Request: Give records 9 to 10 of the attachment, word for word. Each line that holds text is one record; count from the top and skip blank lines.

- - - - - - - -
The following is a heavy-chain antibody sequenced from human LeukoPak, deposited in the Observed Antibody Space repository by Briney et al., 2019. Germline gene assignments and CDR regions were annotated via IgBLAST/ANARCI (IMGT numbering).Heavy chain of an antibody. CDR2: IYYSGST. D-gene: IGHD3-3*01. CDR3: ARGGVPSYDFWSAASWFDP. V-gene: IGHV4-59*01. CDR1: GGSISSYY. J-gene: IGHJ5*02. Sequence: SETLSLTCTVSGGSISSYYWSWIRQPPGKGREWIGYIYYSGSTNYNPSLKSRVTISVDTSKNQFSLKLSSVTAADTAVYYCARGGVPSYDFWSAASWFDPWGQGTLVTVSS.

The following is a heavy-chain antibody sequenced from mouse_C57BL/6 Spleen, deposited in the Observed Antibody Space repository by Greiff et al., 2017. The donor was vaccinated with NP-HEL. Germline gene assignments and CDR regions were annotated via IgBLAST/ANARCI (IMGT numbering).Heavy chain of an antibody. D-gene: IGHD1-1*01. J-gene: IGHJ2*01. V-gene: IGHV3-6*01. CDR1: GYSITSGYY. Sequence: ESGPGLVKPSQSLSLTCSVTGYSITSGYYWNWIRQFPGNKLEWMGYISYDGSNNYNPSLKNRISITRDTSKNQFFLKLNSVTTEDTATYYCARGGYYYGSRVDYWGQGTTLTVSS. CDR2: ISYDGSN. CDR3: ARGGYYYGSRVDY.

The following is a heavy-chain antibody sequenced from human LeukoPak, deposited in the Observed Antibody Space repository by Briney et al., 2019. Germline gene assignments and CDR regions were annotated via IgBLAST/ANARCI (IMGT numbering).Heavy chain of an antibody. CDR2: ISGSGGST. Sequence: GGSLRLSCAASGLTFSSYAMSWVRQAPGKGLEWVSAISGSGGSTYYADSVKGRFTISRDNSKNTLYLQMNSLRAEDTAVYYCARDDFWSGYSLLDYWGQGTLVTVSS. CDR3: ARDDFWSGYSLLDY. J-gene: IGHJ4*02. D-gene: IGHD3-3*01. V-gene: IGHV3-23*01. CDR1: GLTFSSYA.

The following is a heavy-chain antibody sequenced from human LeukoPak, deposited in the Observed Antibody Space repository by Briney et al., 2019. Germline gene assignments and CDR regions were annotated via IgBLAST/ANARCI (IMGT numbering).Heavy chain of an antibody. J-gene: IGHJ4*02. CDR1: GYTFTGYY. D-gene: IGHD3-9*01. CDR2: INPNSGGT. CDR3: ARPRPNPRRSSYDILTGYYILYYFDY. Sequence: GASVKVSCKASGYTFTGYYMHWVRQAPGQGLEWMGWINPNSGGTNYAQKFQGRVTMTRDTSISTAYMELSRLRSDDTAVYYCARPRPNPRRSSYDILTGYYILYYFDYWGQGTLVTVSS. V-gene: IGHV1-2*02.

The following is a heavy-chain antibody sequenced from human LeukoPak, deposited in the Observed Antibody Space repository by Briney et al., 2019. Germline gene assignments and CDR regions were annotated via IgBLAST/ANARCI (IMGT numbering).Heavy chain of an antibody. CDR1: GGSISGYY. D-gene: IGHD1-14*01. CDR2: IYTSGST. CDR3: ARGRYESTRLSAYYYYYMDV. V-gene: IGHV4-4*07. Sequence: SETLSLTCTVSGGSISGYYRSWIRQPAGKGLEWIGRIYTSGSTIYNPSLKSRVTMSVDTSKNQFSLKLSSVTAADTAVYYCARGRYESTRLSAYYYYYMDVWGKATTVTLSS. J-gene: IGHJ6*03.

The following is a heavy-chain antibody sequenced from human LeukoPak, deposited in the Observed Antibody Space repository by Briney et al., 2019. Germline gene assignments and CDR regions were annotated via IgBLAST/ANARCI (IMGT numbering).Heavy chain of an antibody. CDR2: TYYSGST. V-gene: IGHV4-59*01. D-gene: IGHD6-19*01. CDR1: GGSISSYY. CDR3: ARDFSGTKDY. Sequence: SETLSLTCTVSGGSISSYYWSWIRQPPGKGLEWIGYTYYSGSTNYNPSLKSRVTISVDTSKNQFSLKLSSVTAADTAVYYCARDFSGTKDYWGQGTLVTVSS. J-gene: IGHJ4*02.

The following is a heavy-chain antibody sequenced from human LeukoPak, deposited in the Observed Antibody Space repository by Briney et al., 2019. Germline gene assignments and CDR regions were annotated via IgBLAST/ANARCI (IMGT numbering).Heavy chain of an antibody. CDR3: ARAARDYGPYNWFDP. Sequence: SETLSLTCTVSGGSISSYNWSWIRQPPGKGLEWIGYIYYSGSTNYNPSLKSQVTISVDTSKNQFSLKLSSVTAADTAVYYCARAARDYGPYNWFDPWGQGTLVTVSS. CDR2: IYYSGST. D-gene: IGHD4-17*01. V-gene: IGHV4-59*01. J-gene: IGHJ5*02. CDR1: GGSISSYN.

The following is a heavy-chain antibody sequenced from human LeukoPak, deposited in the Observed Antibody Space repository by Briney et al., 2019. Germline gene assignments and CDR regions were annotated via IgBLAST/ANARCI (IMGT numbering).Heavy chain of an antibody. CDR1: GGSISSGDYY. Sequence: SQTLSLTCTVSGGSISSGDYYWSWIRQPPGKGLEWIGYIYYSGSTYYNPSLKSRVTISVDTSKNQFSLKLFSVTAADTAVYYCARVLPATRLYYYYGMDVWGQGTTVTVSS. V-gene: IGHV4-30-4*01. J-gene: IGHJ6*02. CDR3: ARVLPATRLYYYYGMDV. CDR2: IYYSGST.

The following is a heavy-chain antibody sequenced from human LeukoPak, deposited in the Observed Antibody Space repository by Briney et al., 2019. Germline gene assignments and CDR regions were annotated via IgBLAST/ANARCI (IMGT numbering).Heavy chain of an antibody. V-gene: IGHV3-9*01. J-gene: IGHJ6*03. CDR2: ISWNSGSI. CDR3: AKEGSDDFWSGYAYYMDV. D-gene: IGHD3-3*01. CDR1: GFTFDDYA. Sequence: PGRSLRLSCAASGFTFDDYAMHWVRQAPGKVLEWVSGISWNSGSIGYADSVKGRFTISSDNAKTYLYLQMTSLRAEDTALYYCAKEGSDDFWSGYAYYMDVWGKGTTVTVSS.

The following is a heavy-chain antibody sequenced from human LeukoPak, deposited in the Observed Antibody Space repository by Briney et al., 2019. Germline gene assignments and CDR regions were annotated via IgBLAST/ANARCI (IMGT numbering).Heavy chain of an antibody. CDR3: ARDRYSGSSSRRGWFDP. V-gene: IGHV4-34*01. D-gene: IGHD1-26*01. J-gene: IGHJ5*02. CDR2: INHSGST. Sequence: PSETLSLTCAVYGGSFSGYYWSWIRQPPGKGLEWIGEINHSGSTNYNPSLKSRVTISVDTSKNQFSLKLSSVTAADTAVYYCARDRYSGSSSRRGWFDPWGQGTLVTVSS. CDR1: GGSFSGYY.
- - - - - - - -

The following is a heavy-chain antibody sequenced from human LeukoPak, deposited in the Observed Antibody Space repository by Briney et al., 2019. Germline gene assignments and CDR regions were annotated via IgBLAST/ANARCI (IMGT numbering).Heavy chain of an antibody. V-gene: IGHV3-9*01. J-gene: IGHJ6*03. CDR2: ISWNSGSI. CDR3: AKEGSDDFWSGYAYYMDV. D-gene: IGHD3-3*01. CDR1: GFTFDDYA. Sequence: PGRSLRLSCAASGFTFDDYAMHWVRQAPGKVLEWVSGISWNSGSIGYADSVKGRFTISSDNAKTYLYLQMTSLRAEDTALYYCAKEGSDDFWSGYAYYMDVWGKGTTVTVSS.

The following is a heavy-chain antibody sequenced from human LeukoPak, deposited in the Observed Antibody Space repository by Briney et al., 2019. Germline gene assignments and CDR regions were annotated via IgBLAST/ANARCI (IMGT numbering).Heavy chain of an antibody. CDR3: ARDRYSGSSSRRGWFDP. V-gene: IGHV4-34*01. D-gene: IGHD1-26*01. J-gene: IGHJ5*02. CDR2: INHSGST. Sequence: PSETLSLTCAVYGGSFSGYYWSWIRQPPGKGLEWIGEINHSGSTNYNPSLKSRVTISVDTSKNQFSLKLSSVTAADTAVYYCARDRYSGSSSRRGWFDPWGQGTLVTVSS. CDR1: GGSFSGYY.